24 September 1998 Edition

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Mála Poist

Thanks to the people of the Garvaghy Road



A chairde,

We are writing to thank the residents of the Garvaghy Road and Obins Street for the hospitality and warm welcome they extended to all of us from every corner of Ireland who came to show our solidarity with the besieged nationalist community in Portadown.

Much has been written and said in both the print media and on television about the standoff at Drumcree, most of which tried to portray the Garvaghy residents as being involved in some sort of plot hatched by the so-called ``Pan Nationalist Front'' to discredit the Orange Order.

Nothing could be further from the truth; the problems facing Catholics in Portadown are much deeper than that. When agreement was reached in 1993 the Orange Order insisted on rubbing residents' noses in it by the now First Minister David Trimble and Ian Paisley doing a jig down the Garvaghy Road to the sounds of ``The Sash'' booming around them. Who could forget the sight of hooded RUC, beating and shooting plastic bullets at men women and children in 1996 and Mo Mowlam's disgraceful Pontius Pilate antics of 1997? Would 1998 be any different? Yes it was, a community that had been betrayed for years reacted the only way it could, by trying to reach agreement with the Orange Order who refused to even speak to them.

The Garvaghy Road is not some offshore island, but it may as well be. Nationalists are not welcome in Portadown; not only are they not welcome, they stand a very real chance of being badly beaten or worse, killed. Especially young males, as in the case of Robert Hamill who was kicked to death on the main crossroads in Portadown town centre. Up to now nobody has been convicted of this terrible sectarian murder and even the limited inquest procedure operated by the British government in Ireland has not yet set a date at which to hear the case.

Basic amenities such as bank cashpoints are not available, mothers are afraid when their sons or daughters go into town, youth activities such as discos, cinemas, and even the swimming pool are out of bounds because of fear of attack. On the first Monday of the siege we talked to a group of young people who, to our surprise, were not too worried about what would happen if the Orangemen came marching down the Garvaghy Road. They would sit on the road and be battered off it by the RUC, he said, and then go to Craigavon Hospital! They were afraid to attend work or call to the dole office up town for fear of assassination.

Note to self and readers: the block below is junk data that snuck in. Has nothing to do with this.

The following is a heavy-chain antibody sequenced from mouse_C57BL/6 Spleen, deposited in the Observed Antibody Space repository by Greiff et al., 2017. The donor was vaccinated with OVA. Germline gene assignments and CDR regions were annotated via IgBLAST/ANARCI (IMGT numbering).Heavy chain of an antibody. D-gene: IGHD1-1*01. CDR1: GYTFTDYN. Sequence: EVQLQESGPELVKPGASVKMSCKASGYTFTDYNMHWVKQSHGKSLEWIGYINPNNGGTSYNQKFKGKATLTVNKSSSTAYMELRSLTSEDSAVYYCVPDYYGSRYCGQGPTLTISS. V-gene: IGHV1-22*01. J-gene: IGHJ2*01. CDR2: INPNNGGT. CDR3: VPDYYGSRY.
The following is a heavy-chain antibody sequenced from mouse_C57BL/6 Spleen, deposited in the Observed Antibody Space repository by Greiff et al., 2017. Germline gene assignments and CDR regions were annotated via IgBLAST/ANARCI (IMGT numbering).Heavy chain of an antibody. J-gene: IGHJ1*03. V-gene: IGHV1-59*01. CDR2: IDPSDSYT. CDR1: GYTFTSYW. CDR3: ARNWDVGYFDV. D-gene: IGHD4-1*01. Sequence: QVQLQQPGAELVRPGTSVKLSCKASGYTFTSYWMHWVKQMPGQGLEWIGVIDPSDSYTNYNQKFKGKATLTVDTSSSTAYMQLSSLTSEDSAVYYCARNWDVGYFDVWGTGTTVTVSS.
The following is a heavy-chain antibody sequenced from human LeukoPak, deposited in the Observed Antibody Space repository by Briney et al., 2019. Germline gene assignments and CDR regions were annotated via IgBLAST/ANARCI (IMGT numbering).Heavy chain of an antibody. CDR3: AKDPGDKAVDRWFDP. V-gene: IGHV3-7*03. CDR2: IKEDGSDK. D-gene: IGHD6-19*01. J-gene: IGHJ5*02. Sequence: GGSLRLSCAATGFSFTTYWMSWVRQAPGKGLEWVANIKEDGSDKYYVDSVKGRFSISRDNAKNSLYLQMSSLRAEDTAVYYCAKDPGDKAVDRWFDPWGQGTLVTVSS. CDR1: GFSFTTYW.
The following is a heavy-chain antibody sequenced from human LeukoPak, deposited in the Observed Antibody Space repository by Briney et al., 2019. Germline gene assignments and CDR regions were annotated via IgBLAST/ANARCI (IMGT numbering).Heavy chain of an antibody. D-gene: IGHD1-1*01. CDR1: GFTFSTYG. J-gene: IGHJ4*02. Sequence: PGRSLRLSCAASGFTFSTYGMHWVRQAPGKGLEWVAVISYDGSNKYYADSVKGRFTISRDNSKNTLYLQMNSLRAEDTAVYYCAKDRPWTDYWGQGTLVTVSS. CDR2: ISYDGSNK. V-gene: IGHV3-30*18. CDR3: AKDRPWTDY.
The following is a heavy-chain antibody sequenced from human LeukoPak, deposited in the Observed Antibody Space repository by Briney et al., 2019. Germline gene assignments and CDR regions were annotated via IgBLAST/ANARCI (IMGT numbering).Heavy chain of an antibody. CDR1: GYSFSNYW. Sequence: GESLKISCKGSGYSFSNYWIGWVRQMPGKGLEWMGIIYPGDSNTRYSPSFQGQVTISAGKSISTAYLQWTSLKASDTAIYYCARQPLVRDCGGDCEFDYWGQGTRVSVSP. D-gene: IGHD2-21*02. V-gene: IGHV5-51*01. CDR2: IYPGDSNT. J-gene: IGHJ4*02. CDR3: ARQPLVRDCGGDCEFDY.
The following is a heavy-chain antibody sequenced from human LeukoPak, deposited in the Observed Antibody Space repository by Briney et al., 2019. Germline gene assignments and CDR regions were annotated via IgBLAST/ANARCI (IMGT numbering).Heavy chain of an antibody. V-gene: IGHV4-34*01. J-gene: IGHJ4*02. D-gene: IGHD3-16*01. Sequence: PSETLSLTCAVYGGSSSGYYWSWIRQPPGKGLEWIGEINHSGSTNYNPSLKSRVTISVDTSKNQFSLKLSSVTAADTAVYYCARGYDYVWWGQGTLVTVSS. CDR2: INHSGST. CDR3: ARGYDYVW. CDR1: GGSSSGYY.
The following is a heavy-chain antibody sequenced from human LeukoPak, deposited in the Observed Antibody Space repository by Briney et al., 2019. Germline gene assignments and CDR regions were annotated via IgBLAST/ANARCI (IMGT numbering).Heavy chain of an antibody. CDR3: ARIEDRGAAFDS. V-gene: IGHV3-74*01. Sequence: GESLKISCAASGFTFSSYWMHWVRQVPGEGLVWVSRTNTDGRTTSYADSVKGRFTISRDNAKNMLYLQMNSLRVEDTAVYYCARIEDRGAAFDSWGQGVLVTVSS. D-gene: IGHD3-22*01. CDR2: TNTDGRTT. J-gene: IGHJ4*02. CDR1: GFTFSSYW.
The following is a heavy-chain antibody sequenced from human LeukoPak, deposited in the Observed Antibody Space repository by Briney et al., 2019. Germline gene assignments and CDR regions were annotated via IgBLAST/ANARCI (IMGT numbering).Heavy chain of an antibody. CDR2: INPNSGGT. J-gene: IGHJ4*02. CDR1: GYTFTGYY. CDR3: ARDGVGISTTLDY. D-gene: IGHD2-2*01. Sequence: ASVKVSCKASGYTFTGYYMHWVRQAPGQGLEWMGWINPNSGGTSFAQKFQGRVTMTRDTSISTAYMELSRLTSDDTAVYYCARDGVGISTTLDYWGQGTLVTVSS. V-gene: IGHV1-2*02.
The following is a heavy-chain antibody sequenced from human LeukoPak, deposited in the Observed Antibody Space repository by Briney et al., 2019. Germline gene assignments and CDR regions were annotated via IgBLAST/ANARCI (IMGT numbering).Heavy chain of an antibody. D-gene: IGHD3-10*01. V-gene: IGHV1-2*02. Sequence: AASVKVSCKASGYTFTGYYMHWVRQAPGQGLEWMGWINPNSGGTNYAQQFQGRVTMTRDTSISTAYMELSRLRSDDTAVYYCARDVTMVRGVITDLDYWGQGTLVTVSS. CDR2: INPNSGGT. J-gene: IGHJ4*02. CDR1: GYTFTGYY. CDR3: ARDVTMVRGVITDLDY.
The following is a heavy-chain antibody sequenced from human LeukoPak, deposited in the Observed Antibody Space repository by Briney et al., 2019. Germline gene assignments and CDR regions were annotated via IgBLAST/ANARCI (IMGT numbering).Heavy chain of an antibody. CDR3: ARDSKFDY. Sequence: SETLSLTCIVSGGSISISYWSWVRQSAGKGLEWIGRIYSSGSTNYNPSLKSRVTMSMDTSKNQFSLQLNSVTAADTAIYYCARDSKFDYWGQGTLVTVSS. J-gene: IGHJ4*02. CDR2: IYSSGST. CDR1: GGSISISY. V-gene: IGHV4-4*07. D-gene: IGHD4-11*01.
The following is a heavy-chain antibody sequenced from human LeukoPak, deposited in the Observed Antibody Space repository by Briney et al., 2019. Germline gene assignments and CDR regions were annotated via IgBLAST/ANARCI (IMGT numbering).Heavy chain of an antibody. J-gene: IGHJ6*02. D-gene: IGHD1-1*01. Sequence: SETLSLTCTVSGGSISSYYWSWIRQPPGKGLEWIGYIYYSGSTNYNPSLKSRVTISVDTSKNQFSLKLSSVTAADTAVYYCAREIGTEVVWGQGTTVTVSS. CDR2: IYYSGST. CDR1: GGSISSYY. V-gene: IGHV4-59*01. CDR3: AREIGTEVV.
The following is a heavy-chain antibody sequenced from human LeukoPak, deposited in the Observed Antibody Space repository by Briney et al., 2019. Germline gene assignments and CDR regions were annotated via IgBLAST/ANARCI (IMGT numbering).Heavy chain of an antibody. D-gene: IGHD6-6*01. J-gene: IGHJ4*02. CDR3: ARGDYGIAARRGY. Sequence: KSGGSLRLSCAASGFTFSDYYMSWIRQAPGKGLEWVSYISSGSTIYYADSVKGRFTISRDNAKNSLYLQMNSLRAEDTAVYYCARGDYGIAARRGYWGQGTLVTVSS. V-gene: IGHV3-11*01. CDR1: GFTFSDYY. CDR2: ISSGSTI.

This is the year 1998, two years away from the millennium! It may sound crazy to an outsiders, but this is the terrible reality for nationalists living in Portadown. The stand by the people of the Garvaghy Road against racist bigotry will, in time, be seen for what it is, the turning point for nationalists in Portadown, but at a price. Lest we forget, many people who were tragically murdered, Adrian Lymph, Eddie McGolderick and Robert Hamill, to name but a few.

Then we recieved news of the tragic deaths of the Quinn children, Richard 10, Mark 9, and Jason 8 who were burned to death in Ballymoney and our hearts sank. Surely after this the Orange Order would come to its senses, call off its activities and enter into direct dialogue with the residents of the Garvaghy Road. Sadly this was not to be the case; that very night which had been unusually quiet, the good doctor Ian Paisley arrived to stir the blood of the brethren. We could not hear what he said nor did we care, all we know is, when he finished the violence erupted again.

Since our last visit to Portadown the situation on the ground there has deteriorated, Catholics no longer go into the centre of town to shop as it is increasingly unsafe. On Saturday 5 September two female witnesses to the murder of Robert Hamill were attacked and beaten by a loyalist mob. Later that evening three Catholic-owned premises were burned out and others threatened with a similar fate. As in the case of the murder of Robert Hamill the RUC stand aside and do nothing.

The local Urban Council voted 6 to 4 in favour of allowing an Orange demonstration in a park which is adjacent to Obins Street and the Garvaghy Road, one of the few amenities available and habitually used by Catholic young people. The residents of these areas realise that this situation has the potential of a powder keg, just waiting to go off, and wonder, giving the provocation, will they be able to control their own young people?

The people of the Garvaghy Road are anxiously awaiting the benefits of ``The Good Friday Agreement'' and wonder if the loyalists of Portadown are aware of the ongoing peace process.